As a second-generation University of Washington alumnus, I could not have been more proud when the school hired Tyrone Willingham as its head football coach in 2004. It made the UW the only Division I-A school in the nation to have an African-American basketball coach and head football coach on staff at the same time. Considering the dramatic underrepresentation of African-American coaches in Division I sports (that continues to this day), this was a groundbreaking move by the university. Alas, like all things associated with Seattle-area sports nowadays, the story that began so well ended badly.
After the ugly and premature dismissal Coach Willingham received at Notre Dame, I was eager for him to have an opportunity for redemption. More importantly, though, I was proud that the university which my parents and I had attended had done the right thing in hiring two African Americans to coach sports teams dominated by African American players. It was another sign of Seattle's bold progressivism. The Lorenzo Romar hiring had paid off in providing the first exciting years of UW basketball since German natives Detlef Schrempf and Chris Welp starred in the 1980s. The team has receded back into mediocrity after losing several underclassmen to the NBA, but still has a bright future. Unfortunately, the UW football team has continued on the wrong path Rick Neuheisel set them on in the early part of the decade.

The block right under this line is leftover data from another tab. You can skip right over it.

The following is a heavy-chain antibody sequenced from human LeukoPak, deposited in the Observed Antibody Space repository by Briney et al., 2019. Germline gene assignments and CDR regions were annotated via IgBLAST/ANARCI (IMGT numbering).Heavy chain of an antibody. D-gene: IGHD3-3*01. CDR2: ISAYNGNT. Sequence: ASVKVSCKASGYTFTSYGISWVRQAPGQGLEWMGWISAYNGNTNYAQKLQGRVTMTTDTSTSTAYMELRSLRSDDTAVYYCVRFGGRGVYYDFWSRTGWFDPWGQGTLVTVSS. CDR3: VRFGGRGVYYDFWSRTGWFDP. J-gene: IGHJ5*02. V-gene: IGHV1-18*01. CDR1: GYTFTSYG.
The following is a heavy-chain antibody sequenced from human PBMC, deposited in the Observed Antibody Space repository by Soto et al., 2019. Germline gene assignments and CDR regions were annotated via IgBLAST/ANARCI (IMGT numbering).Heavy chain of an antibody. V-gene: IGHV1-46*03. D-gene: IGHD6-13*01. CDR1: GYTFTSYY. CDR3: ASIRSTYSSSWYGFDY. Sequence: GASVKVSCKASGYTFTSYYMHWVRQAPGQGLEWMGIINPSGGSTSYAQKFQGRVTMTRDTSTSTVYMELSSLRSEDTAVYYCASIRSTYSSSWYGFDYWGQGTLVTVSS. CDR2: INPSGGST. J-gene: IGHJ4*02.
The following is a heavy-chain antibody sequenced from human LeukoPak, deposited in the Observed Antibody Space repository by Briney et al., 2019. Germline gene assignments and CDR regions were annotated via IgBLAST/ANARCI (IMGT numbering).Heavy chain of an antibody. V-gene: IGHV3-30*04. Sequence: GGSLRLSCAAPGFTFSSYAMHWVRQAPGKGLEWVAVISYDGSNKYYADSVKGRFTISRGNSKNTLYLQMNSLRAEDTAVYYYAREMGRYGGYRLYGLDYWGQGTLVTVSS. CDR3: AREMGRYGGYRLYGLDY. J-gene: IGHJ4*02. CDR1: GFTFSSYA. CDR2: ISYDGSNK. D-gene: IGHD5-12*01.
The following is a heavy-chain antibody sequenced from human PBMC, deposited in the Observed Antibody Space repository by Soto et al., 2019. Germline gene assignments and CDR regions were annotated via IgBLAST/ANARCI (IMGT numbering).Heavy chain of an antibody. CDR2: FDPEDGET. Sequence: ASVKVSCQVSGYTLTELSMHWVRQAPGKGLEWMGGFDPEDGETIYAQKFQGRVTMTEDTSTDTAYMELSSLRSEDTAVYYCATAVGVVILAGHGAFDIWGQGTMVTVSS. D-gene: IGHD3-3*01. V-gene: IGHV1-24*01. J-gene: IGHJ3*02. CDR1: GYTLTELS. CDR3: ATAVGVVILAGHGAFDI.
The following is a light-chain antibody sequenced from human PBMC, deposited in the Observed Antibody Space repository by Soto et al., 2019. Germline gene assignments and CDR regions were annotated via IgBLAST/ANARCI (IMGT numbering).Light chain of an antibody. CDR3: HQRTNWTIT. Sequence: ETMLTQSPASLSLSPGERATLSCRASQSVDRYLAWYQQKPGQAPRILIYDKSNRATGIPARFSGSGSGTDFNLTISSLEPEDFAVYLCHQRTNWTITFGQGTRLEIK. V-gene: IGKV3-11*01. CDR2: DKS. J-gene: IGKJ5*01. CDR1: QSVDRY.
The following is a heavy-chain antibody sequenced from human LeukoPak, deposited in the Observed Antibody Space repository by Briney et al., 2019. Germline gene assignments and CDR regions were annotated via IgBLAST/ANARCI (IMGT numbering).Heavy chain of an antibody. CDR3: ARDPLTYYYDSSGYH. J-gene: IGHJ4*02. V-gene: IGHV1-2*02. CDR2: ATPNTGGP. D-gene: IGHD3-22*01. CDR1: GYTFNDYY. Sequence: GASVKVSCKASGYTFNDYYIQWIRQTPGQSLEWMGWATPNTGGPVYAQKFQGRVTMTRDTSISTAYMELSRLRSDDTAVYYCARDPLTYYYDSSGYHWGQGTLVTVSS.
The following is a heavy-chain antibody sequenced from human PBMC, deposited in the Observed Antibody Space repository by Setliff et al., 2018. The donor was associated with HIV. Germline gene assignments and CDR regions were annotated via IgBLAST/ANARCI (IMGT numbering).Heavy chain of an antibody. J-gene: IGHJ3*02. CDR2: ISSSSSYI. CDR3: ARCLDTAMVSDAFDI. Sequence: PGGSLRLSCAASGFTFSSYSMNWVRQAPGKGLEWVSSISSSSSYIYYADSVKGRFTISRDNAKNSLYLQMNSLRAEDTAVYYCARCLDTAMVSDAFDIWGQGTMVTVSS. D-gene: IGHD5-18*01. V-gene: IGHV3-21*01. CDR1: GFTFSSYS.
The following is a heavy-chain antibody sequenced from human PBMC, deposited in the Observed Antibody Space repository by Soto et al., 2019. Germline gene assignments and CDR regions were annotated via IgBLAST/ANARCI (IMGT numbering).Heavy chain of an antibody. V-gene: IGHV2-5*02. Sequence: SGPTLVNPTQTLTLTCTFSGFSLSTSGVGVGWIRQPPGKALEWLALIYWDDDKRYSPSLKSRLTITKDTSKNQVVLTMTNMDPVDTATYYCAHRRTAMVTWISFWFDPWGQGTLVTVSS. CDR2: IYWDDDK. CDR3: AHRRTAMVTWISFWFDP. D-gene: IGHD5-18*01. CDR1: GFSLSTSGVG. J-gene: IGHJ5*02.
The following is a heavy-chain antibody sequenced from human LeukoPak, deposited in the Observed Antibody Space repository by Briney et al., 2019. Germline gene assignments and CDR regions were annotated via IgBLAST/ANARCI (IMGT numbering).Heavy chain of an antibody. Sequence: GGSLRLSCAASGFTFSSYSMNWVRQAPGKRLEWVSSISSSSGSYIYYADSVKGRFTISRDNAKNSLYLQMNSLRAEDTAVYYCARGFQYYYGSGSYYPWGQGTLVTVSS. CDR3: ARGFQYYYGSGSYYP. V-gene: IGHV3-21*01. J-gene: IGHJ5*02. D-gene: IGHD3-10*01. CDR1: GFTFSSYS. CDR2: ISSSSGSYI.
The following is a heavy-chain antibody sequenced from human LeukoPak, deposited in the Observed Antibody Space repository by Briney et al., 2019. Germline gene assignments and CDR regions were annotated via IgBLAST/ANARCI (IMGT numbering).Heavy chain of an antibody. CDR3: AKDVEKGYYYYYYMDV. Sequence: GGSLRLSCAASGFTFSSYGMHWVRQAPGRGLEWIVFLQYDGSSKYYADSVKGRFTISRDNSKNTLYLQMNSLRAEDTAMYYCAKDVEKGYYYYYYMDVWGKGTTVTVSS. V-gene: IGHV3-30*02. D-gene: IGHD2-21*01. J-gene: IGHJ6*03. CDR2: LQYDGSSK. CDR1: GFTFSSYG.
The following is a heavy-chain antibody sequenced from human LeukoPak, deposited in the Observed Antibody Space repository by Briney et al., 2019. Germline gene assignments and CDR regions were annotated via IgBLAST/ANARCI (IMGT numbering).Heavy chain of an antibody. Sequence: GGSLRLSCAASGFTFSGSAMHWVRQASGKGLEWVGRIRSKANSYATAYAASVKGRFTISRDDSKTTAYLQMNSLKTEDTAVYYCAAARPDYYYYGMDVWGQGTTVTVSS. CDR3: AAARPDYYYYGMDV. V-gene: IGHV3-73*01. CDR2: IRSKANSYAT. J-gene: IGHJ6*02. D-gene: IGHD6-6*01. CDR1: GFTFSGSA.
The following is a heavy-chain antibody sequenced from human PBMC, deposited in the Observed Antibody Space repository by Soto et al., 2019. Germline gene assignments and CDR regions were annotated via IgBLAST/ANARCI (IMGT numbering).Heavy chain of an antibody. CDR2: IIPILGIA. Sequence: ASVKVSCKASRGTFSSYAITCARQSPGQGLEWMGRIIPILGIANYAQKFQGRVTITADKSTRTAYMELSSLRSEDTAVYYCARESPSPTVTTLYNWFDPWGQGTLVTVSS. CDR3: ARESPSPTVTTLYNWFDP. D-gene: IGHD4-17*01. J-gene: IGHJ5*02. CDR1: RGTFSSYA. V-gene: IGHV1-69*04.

The 2007 Husky football team, though a disappointing 4-9, showed grit and potential. They hung in with some of the top teams in college football until late in the 4th quarter and showed great promise heading into this season. Then came perhaps the most grueling schedule in the nation. Even a team on its way back to national prominence would have struggled with this schedule. Arguably, some of the best Huskies teams in history might have been 4-3 at this point in the season. One absurd call by an official and an injury to the team's last best hope later, and the season is over. And along with it, Tyrone Willingham's brief career at the UW.
Who knows how long it takes to turn around a football program? Is it five years? Seven years? Longer, if the athletic director signs your team up for the toughest schedule in the nation in your 3rd and 4th years on the job? How long does it take when a program has been decimated by a venal football coach known for leaving a path of wreckage in his wake? Some coaches have turned things around fast, but even the "genius" Charlie Weis dragged the Notre Dame faithful through one miserable season last year. Or was that Tyrone Willingham's fault, too?
Maybe a better question is whether winning is more important than running a program with integrity. During the Rick Neuheisel years, rumors of assaults, robberies, and even worse acts committed by UW football players were commonplace. Yes, victories were relatively plentiful, but do we want to go back to those days? If so, there are plenty of coaches out there who will make us feel good momentarily, but will we be proud to host a parade for them after they win the Rose Bowl?
Whatever one thinks of Tyrone Willingham's coaching skills, he restored some honor to the UW football program. Maybe not much swagger, but is honor so undervalued in modern America? We could use a dose of it in our politics, our sports, our culture, indeed, our national identity.
I'll admit I was pulling for Tyrone Willingham to succeed at the UW partly because he is African American. But I was also pulling for him because he is a good man. He is someone whom I could root for without wondering to myself, "Is this guy a total creep?"
Maybe in this age of Barack Obama, my viewpoint is too quaint. Maybe it's time to move past rooting for someone because of his or her race.
I just hope it never becomes outdated to root for decent people. Decent people like Tyrone Willingham.